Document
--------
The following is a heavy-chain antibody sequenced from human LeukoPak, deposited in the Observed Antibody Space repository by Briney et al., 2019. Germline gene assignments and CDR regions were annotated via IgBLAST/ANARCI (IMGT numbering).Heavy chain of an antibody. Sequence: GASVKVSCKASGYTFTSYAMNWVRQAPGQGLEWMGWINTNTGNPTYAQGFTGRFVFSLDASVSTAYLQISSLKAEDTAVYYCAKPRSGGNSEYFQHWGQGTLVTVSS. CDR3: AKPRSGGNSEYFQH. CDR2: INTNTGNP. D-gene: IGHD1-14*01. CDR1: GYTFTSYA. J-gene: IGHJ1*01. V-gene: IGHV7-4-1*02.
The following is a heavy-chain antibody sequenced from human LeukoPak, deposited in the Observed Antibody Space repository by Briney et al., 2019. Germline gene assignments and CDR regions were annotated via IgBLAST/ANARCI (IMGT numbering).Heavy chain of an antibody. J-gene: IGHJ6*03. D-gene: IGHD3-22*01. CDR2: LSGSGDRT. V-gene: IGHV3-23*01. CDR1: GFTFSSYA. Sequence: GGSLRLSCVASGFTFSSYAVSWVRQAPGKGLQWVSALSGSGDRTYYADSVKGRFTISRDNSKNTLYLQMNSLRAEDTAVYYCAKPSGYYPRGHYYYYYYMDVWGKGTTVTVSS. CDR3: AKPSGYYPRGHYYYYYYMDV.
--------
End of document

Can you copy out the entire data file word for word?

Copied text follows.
The following is a heavy-chain antibody sequenced from human LeukoPak, deposited in the Observed Antibody Space repository by Briney et al., 2019. Germline gene assignments and CDR regions were annotated via IgBLAST/ANARCI (IMGT numbering).Heavy chain of an antibody. Sequence: GASVKVSCKASGYTFTSYAMNWVRQAPGQGLEWMGWINTNTGNPTYAQGFTGRFVFSLDASVSTAYLQISSLKAEDTAVYYCAKPRSGGNSEYFQHWGQGTLVTVSS. CDR3: AKPRSGGNSEYFQH. CDR2: INTNTGNP. D-gene: IGHD1-14*01. CDR1: GYTFTSYA. J-gene: IGHJ1*01. V-gene: IGHV7-4-1*02.
The following is a heavy-chain antibody sequenced from human LeukoPak, deposited in the Observed Antibody Space repository by Briney et al., 2019. Germline gene assignments and CDR regions were annotated via IgBLAST/ANARCI (IMGT numbering).Heavy chain of an antibody. J-gene: IGHJ6*03. D-gene: IGHD3-22*01. CDR2: LSGSGDRT. V-gene: IGHV3-23*01. CDR1: GFTFSSYA. Sequence: GGSLRLSCVASGFTFSSYAVSWVRQAPGKGLQWVSALSGSGDRTYYADSVKGRFTISRDNSKNTLYLQMNSLRAEDTAVYYCAKPSGYYPRGHYYYYYYMDVWGKGTTVTVSS. CDR3: AKPSGYYPRGHYYYYYYMDV.